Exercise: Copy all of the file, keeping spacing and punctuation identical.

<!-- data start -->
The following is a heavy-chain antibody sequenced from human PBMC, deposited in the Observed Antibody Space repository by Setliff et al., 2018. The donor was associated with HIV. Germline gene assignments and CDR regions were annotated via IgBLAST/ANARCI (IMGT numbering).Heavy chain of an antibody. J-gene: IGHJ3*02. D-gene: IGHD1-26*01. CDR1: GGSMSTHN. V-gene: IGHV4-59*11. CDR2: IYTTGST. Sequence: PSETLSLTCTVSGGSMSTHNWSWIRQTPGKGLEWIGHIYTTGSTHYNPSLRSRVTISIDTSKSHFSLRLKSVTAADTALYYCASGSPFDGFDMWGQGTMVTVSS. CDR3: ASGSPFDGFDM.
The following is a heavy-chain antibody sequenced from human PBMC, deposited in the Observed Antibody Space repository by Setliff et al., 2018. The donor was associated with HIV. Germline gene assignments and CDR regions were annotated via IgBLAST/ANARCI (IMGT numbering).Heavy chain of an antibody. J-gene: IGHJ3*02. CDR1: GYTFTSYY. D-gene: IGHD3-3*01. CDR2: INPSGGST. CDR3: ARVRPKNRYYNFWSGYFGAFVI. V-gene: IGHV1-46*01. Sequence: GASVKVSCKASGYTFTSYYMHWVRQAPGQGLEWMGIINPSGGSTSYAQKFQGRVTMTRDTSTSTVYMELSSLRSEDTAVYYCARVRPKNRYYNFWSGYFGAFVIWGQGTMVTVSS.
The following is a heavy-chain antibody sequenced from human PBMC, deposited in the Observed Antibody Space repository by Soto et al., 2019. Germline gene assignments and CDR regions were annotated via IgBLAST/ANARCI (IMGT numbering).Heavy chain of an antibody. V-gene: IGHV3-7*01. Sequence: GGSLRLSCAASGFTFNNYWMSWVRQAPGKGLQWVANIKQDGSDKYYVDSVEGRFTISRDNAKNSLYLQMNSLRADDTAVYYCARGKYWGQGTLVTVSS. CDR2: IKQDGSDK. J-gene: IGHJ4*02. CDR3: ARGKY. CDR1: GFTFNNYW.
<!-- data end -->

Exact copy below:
The following is a heavy-chain antibody sequenced from human PBMC, deposited in the Observed Antibody Space repository by Setliff et al., 2018. The donor was associated with HIV. Germline gene assignments and CDR regions were annotated via IgBLAST/ANARCI (IMGT numbering).Heavy chain of an antibody. J-gene: IGHJ3*02. D-gene: IGHD1-26*01. CDR1: GGSMSTHN. V-gene: IGHV4-59*11. CDR2: IYTTGST. Sequence: PSETLSLTCTVSGGSMSTHNWSWIRQTPGKGLEWIGHIYTTGSTHYNPSLRSRVTISIDTSKSHFSLRLKSVTAADTALYYCASGSPFDGFDMWGQGTMVTVSS. CDR3: ASGSPFDGFDM.
The following is a heavy-chain antibody sequenced from human PBMC, deposited in the Observed Antibody Space repository by Setliff et al., 2018. The donor was associated with HIV. Germline gene assignments and CDR regions were annotated via IgBLAST/ANARCI (IMGT numbering).Heavy chain of an antibody. J-gene: IGHJ3*02. CDR1: GYTFTSYY. D-gene: IGHD3-3*01. CDR2: INPSGGST. CDR3: ARVRPKNRYYNFWSGYFGAFVI. V-gene: IGHV1-46*01. Sequence: GASVKVSCKASGYTFTSYYMHWVRQAPGQGLEWMGIINPSGGSTSYAQKFQGRVTMTRDTSTSTVYMELSSLRSEDTAVYYCARVRPKNRYYNFWSGYFGAFVIWGQGTMVTVSS.
The following is a heavy-chain antibody sequenced from human PBMC, deposited in the Observed Antibody Space repository by Soto et al., 2019. Germline gene assignments and CDR regions were annotated via IgBLAST/ANARCI (IMGT numbering).Heavy chain of an antibody. V-gene: IGHV3-7*01. Sequence: GGSLRLSCAASGFTFNNYWMSWVRQAPGKGLQWVANIKQDGSDKYYVDSVEGRFTISRDNAKNSLYLQMNSLRADDTAVYYCARGKYWGQGTLVTVSS. CDR2: IKQDGSDK. J-gene: IGHJ4*02. CDR3: ARGKY. CDR1: GFTFNNYW.